|US4580835 *||2 Apr 1984||8 Apr 1986||Angell Joshua J||Quick adjusting saddle locator|
|CA528023A *||24 Jul 1956||Alphonse Dugas||Revolving and adjustable stool|
|DE866544C *||23 Jan 1951||9 Feb 1953||Bremshey & Co||Saeulenfuss fuer einen hoehen- und seitenverstellbaren Sitz|
|DE2341517A1 *||16 Aug 1973||3 Oct 1974||Freedman Seating Co||Drehbares und vertikal verstellbares stuetzgestell fuer eine sitzgelegenheit|
|DE3536012A1 *||9 Oct 1985||30 Apr 1987||Walter Welz||Semi-automatic height adjustment for a bicycle saddle|
|GB451122A *||Title not available|
|GB189521497A *||Title not available|
|Citing Patent||Filing date||Publication date||Applicant||Title|
|US5148717 *||23 Aug 1991||22 Sep 1992||Nks Ltd.||Telescopic steering column apparatus|
|US5689995 *||1 Feb 1996||25 Nov 1997||P. L. Porter Co.||Actuator that adjusts to side loads automatically by pivoting internally|
|US5695241 *||8 Sep 1995||9 Dec 1997||Olsen; Douglas G.||Adjustable seat post clamp assembly for human-powered vehicles|
|US5713555 *||1 Jun 1995||3 Feb 1998||Zurfluh; Louis||Saddle support especially for a bicycle|
|US5979978 *||9 Dec 1997||9 Nov 1999||Advanced Composites, Inc.||Adjustable seat post clamp assembly for human-powered vehicles|
|US6003394 *||29 Jan 1997||21 Dec 1999||P.L. Porter Co.||Actuator that adjusts to side loads automatically by pivoting internally|
|US6050585 *||23 Dec 1998||18 Apr 2000||Rai; Kuljeet Singh||Bicycle seat power adjustable mechanism|
|US6182939||1 Dec 1999||6 Feb 2001||Ralph William Schoepper||Telescopic bicycle seat post system|
|US6209954||10 Sep 1999||3 Apr 2001||James H. Bombardier||Bicycle saddle|
|US6220581 *||6 Oct 1995||24 Apr 2001||Thomas L. Mueller||Bicycle seat gas spring adjustment system|
|US6354557 *||6 Mar 2000||12 Mar 2002||Austin A. Walsh||Adjustable bicycles seat height assembly|
|US6913560 *||26 Sep 2001||5 Jul 2005||Brunswick Corporation||Stationary bike|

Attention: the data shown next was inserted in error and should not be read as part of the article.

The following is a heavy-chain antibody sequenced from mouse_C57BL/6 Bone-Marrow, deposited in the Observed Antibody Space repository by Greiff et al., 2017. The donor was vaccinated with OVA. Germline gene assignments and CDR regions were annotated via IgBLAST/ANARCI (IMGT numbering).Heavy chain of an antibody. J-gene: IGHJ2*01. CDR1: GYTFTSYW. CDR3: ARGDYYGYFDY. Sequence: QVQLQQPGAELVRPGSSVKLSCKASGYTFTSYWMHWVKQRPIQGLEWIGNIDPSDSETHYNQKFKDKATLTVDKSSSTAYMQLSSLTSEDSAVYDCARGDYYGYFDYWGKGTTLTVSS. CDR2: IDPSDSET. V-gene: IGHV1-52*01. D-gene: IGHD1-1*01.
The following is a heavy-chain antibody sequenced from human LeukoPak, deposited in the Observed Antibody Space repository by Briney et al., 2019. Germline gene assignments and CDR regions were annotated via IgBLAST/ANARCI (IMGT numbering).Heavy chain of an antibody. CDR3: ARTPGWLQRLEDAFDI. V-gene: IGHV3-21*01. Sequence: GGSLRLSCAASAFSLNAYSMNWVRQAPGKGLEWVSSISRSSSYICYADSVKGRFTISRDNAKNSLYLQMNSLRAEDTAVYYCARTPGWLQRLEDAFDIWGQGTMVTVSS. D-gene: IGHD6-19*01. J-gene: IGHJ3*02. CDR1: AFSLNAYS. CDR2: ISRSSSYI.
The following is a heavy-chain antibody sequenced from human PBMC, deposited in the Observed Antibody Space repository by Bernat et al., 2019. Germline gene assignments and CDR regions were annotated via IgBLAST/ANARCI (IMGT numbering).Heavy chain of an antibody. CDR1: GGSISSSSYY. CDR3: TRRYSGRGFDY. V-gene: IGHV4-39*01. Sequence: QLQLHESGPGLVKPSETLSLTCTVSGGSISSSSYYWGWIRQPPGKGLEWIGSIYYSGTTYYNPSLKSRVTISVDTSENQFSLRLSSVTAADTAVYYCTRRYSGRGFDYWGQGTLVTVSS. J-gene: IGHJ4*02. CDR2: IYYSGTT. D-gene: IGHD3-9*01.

|US7673936 *||25 Oct 2007||9 Mar 2010||Jung Yu Hsu||Adjustable bicycle seat assembly|
|US7708251||17 Mar 2006||4 May 2010||Nautilus, Inc.||Mechanism and method for adjusting seat height for exercise equipment|
|US7828313 *||9 Nov 2009||9 Nov 2010||Henry Cienfuegos||Adjustable bicycle seat|
|US8021278 *||20 Mar 2008||20 Sep 2011||Brunswick Corporation||Seat mechanisms|
|US8038208 *||24 Mar 2008||18 Oct 2011||Yahel MANKADI||Bicycle saddle height adjustment apparatus|
|US8128306||28 Sep 2009||6 Mar 2012||Technogym S.P.A.||Regulating device|
|US8308124 *||28 Oct 2010||13 Nov 2012||Jung Yu Hsu||Control device for adjustable bicycle seat|
|US8328454||8 May 2009||11 Dec 2012||Specialized Bicycle Components, Inc.||Vertically adjustable bicycle assembly|
|US8454086 *||13 Sep 2010||4 Jun 2013||Chun Choo Kim||Angle adjuster for bicycle seat|
|US8702336||5 Dec 2012||22 Apr 2014||Specialized Bicycle Components, Inc.||Vertically adjustable bicycle assembly|
|US8888115||7 Apr 2011||18 Nov 2014||Specialized Bicycle Components, Inc.||Bicycle seat tube|
|US8926216||9 Mar 2012||6 Jan 2015||Specialized Bicycle Components, Inc.||Adjustable assembly for a bicycle|
|US20050169698 *||3 Feb 2004||4 Aug 2005||Conroy Christopher S.||Bicycle seat post|
|US20100052286 *||28 Dec 2007||4 Mar 2010||Marzell Maier||Clamping device|
|US20110221245 *||15 Sep 2011||Kim Chun-Choo||Angle adjuster for bicycle seat|
|US20120104809 *||3 May 2012||Jung Yu Hsu||Control device for adjustable bicycle seat|
|US20130156492 *||20 Aug 2011||20 Jun 2013||Marzell Wilhelm Maier||Height adjustable saddle pole|
|US20140305253 *||11 Apr 2014||16 Oct 2014||Giant Manufacturing Co., Ltd.||Adjusting structure for seatpost of bicycle|
|US20150232148 *||20 Feb 2014||20 Aug 2015||Shimano Inc.||Bicycle operating device|
|EP0685383A2 *||17 May 1995||6 Dec 1995||Louis Zurfluh||Saddle support, especially for a bicycle|
|EP1297864A2||16 Sep 2002||2 Apr 2003||Brunswick Corporation||Stationary bike|
|EP2169241A1 *||28 Sep 2009||31 Mar 2010||TECHNOGYM S.p.A.||Regulating device|
|WO1997028388A1 *||29 Jan 1997||7 Aug 1997||Porter Co P L||Actuator that adjusts to side loads automatically by pivoting internally|
|U.S. Classification||267/132, 248/409, 188/67, 297/344.18|
|22 Aug 1989||CC||Certificate of correction|
|28 Nov 1989||CC||Certificate of correction|
|2 Nov 1992||FPAY||Fee payment|
Year of fee payment: 4
|2 Nov 1992||SULP||Surcharge for late payment|
|8 Oct 1996||REMI||Maintenance fee reminder mailed|
|10 Feb 1997||SULP||Surcharge for late payment|
|10 Feb 1997||FPAY||Fee payment|
Year of fee payment: 8
|19 Sep 2000||REMI||Maintenance fee reminder mailed|
|2 Oct 2000||SULP||Surcharge for late payment|
|2 Oct 2000||FPAY||Fee payment|
Year of fee payment: 12
|2 Aug 2004||AS||Assignment|